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Unleash The Power Of Greatness – The Truth Behind Talent Revealed

Unleash The Power Of Greatness – The Truth Behind Talent Revealed

All of us have access to a higher form of intelligence, one that can allow us to see more of the world, and use our talents to impact it in some way. Whether you believe talent is a rare gift born within, or seek to go above the talents you already possess, this article will reveal the hidden truths behind talent, and how we can all access it for greatness.

“Everyone holds his fortune in his own hands, like a sculptor the raw material he will fashion into a figure. But it’s the same with that type of artistic activity as with all other; we are rarely born with the capability to do it. The skill to mold the material into what we want must be learned and attentively cultivated.” Johann Wolfgang von Goethe

Introduction

Talent isn’t something we are taught. Talent, is something we recognize within ourselves as a result of practical application in a particular chosen field. Some of us do well in our pursuit of greatness, and some not so well. We may try very hard to perfect our attempts at mastering a certain activity, yet, seem to fail timelessly. As a result of our failures, we can easily rationalize those doing better as born naturals; we see them as people with natural gifts, and we can easily reduce to feelings of inadequacy, becoming uncertain about our own capabilities. However, science teaches talent isn’t a gift born within, and instead, developed in a series of stages. And with time, patience and consistency, does one come to master his field of endeavor.

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Myelin: The True Mother Of Skill

Every human skill, whether it is playing an instrument or kicking a ball, is created by a chain of nerve fibers that carry a small electrical impulse. Myelin, which is a mixture of protein and phospholipids forms a sheath around our nerve fibers; the thicker myelin gets, the faster and more accurate our movements and thoughts become. Every human on the planet can grow myelin, and we do so more swiftly during childhood, but also throughout life; it’s growth allows all manner of skills, mental and physical. Skill can be defined as a cellular insulation that wraps neural circuits, and grows in response to certain signals. The more time and energy you put into practice of what you are trying to achieve the more myelin you create; this process applies to all those we consider talented.

Entering The Unknown

Before attempting to accomplish any skill, we are firstly outsiders to it; we have prejudgments and an element of fear about the process and our minds have not yet established a relationship with it. Although we may have excitement and enthusiasm for acquiring a new skill, most of us become uncomfortable as we become aware of the hard work ahead of us. If one can manage these uncomfortable emotions and allow time to take its course, one will find something remarkable begins to shape. Myelin get’s thicker, and the brain develops a strong relationship with the process at hand. In time, what was once unfamiliar and vexatious becomes a process we can do effortlessly.

Unlocking Inner Greatness

Every man and woman desires to acquire great skills to affect the world around him or her in some way. However, many often feel trapped by their limitations of consciousness. Simply put: If one is unaware of his own capabilities and the power of his own mind, he may find it easier to try and short-circuit the learning process by the use of drugs, incantations and prayer. Those who are more aware of their capabilities and have a self-belief in what they can accomplish, usually devote themselves to mastering the subject.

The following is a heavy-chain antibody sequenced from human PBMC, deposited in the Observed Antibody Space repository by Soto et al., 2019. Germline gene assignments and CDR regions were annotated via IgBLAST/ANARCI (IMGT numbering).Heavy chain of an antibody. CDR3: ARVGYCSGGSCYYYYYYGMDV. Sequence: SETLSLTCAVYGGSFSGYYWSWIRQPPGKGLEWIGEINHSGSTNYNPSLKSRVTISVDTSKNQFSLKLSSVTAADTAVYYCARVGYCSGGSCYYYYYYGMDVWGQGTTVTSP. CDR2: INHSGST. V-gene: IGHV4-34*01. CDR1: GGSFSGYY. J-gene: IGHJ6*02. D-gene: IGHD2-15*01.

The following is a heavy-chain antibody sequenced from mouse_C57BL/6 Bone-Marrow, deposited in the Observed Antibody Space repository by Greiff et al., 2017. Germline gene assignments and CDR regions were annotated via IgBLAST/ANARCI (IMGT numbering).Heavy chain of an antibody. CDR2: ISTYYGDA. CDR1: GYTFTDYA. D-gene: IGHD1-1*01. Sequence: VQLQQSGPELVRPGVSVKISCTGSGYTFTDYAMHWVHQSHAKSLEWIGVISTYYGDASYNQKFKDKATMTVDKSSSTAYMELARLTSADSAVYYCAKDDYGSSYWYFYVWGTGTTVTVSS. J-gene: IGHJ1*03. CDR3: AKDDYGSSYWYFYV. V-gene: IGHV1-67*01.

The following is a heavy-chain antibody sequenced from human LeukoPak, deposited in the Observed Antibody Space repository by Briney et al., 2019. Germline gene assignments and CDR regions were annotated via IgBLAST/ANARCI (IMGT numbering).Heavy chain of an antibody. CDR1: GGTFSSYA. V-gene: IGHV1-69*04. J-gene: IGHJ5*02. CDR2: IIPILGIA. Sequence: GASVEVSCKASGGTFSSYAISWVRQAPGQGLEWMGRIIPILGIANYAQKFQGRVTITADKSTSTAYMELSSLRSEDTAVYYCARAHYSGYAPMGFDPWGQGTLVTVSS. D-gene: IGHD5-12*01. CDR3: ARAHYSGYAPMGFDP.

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It is common for people to lose themselves in a fantasy of becoming talented by the use of shortcut methods. Ancient wisdom reveals a change in attitude can attract the right energy, allowing us to achieve greatness by the virtues of thought. However, the true power we possess and mostly ignore – the same power used throughout history to build  magnificent buildings and paint works of fine art – is of course: the power of practice, patience and persistence (PPP).

”Do not talk about giftedness, inborn talents! One can name great men of all kinds who were very little gifted! They acquired greatness, became “geniuses” (as we put it), through qualities the lack of which no one who knew what they were would boast of: they all possessed that seriousness of the efficient workman which first learns to construct the parts properly before it ventures to fashion a great whole; they allowed themselves time for it, because they took more pleasure in making the little, secondary things well than in the effect of a dazzling whole.” Friedrich Nietzsche 

The Work Of Six-Million Years: Our Mind

People have come to believe talent is inaccessible. They see it as a product of the privileged or something magical within. But this idea is only imaginary, because the real secret of talent is supported by six-million years of development. Our brain, is in fact, designed to lead us into developing great skills and to become masters of our chosen field. Now, if all of us are born with essentially the same brain, why does the world show a limited number of talented people you may ask? Well, the truth is: talent is everywhere, it is just unrecognized. People across the planet have developed skills no different to some of the great minds we have admired throughout history. We must consider in order to become truly great, practice, patience and persistence must be applied, and it is a rare faculty among the average population.

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The Facts Of Myelin

Myelin – mentioned earlier – does not respond to vague information; the mechanism is built to respond to actions; it responds to urgent repetition. Myelin is universal and cares only for what you do. It does not unwrap, meaning: once a skill circuit is insulated, you can’t un-insulate it. And this is why habits are hard to break. The only way to change habits is to repeat new behaviors. Age also accounts for myelin, as it arrives in a series of waves when we are young. This is why the majority of world-experts start off young. However, we still continue to experience a net gain of myelin until we are 50. But as you may know, those who try to learn a new language or try to pick up an instrument later in life have a much harder time.

”People get the mind and quality of brain they deserve through their actions in life.” Robert Green